Understanding the risks and how to mitigate them is critical to developing and implementing an appropriate fire strategy. This involves providing a safe means of escape for building occupants by addressing extensions in travel distance while providing identifiable escape routes. It’s also vital to consider the risks of materials introduced in the building design, such as green living walls and green roofs, whilst adopting materials that resist fire spread. Achieving appropriate levels of structural fire resistance and active and passive fire protection measures in buildings can help safeguard building users, rescue services and the wider community.

Ultimately, the fire strategy defines the approach to addressing fire safety and establishing the fire safety design parameters for a building. It addresses statutory obligations but also serves as a record of the concepts that underpin fire safety within a building, which can assist when preparing fire risk assessments and planning for future building works.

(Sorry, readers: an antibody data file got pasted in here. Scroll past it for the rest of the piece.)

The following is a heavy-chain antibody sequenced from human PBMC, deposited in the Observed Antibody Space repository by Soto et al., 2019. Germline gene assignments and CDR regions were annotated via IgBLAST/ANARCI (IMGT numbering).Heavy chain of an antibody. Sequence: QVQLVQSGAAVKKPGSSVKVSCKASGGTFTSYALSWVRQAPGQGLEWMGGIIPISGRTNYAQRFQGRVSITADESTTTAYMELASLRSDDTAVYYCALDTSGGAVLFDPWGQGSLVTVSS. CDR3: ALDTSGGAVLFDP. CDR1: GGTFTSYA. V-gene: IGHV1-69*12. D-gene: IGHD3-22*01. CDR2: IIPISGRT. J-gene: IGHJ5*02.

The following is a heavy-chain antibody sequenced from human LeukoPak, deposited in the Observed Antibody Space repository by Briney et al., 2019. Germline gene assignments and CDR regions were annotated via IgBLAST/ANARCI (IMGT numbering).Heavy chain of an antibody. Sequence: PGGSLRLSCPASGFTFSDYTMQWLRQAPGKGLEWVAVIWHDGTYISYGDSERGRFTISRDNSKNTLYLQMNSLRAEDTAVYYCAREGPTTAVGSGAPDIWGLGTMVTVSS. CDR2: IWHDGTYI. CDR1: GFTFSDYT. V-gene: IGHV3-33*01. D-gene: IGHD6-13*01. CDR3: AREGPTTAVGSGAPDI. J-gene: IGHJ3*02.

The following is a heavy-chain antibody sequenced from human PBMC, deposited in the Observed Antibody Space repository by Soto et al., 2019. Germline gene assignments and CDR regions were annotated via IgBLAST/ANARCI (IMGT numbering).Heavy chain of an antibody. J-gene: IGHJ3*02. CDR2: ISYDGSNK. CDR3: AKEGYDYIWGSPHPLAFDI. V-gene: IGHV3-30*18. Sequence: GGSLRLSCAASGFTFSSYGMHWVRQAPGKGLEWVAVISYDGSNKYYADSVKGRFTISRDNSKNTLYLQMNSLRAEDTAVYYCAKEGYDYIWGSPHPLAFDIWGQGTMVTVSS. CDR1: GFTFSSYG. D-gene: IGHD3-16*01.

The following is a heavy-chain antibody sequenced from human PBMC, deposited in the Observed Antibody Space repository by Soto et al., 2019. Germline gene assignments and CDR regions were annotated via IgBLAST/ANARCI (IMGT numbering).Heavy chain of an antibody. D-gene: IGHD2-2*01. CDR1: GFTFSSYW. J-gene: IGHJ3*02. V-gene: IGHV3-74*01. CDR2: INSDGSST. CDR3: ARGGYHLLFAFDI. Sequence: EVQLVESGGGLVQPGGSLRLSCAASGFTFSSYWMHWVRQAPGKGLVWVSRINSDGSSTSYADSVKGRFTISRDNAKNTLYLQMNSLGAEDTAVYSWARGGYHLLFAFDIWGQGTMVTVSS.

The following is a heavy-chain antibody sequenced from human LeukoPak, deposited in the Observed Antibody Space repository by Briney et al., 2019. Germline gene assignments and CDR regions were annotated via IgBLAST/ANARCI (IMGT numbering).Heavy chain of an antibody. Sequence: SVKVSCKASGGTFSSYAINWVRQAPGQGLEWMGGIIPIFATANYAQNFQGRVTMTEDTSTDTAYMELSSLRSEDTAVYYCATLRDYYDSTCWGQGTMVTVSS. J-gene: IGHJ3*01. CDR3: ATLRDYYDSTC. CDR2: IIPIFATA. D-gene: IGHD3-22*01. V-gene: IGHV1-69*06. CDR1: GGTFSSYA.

Implementing sustainable practices

Utilising design solutions to develop sustainable multi-storey warehouses is critical to reducing the carbon footprint generated by logistics operations. Consider:

  • Taking advantage of natural lighting in working areas where possible to help maximise energy efficiency, for example, skylights, roof lights and glazing to walls. Office departments should also be limited to 8 metres in depth to reduce the need for artificial lights.
  • Using renewable energy solutions such as solar panels, photovoltaics (PVs), and rainwater harvesting systems can help reduce energy consumption and reliance on external resources.
  • Providing dedicated areas for recycling, reusing and waste reduction to help minimise environmental impact and manage waste.
  • Employing greening measures where practical, for example, site boundaries, cycle parking shelter roofs, and elevational elements. Bird boxes, wildflower planting, insect habitats and climbing plants can also encourage ecological durability.